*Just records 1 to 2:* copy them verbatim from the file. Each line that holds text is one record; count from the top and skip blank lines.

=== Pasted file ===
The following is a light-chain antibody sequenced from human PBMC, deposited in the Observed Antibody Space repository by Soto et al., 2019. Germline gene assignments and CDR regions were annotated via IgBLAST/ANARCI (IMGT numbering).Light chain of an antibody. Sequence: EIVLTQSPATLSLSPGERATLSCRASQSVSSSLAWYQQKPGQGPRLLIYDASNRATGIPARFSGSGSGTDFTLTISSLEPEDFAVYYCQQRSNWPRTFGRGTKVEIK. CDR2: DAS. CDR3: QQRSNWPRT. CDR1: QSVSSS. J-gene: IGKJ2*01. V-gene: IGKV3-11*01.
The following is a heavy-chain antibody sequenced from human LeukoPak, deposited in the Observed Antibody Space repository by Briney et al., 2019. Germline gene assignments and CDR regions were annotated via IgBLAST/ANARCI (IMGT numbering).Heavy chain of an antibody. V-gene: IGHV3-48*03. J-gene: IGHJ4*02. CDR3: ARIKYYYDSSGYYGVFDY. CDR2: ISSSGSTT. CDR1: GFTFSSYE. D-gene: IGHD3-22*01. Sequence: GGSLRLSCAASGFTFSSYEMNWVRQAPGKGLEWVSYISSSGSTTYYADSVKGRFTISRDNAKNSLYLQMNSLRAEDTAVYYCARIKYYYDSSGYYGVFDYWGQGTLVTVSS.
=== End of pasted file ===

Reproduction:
The following is a light-chain antibody sequenced from human PBMC, deposited in the Observed Antibody Space repository by Soto et al., 2019. Germline gene assignments and CDR regions were annotated via IgBLAST/ANARCI (IMGT numbering).Light chain of an antibody. Sequence: EIVLTQSPATLSLSPGERATLSCRASQSVSSSLAWYQQKPGQGPRLLIYDASNRATGIPARFSGSGSGTDFTLTISSLEPEDFAVYYCQQRSNWPRTFGRGTKVEIK. CDR2: DAS. CDR3: QQRSNWPRT. CDR1: QSVSSS. J-gene: IGKJ2*01. V-gene: IGKV3-11*01.
The following is a heavy-chain antibody sequenced from human LeukoPak, deposited in the Observed Antibody Space repository by Briney et al., 2019. Germline gene assignments and CDR regions were annotated via IgBLAST/ANARCI (IMGT numbering).Heavy chain of an antibody. V-gene: IGHV3-48*03. J-gene: IGHJ4*02. CDR3: ARIKYYYDSSGYYGVFDY. CDR2: ISSSGSTT. CDR1: GFTFSSYE. D-gene: IGHD3-22*01. Sequence: GGSLRLSCAASGFTFSSYEMNWVRQAPGKGLEWVSYISSSGSTTYYADSVKGRFTISRDNAKNSLYLQMNSLRAEDTAVYYCARIKYYYDSSGYYGVFDYWGQGTLVTVSS.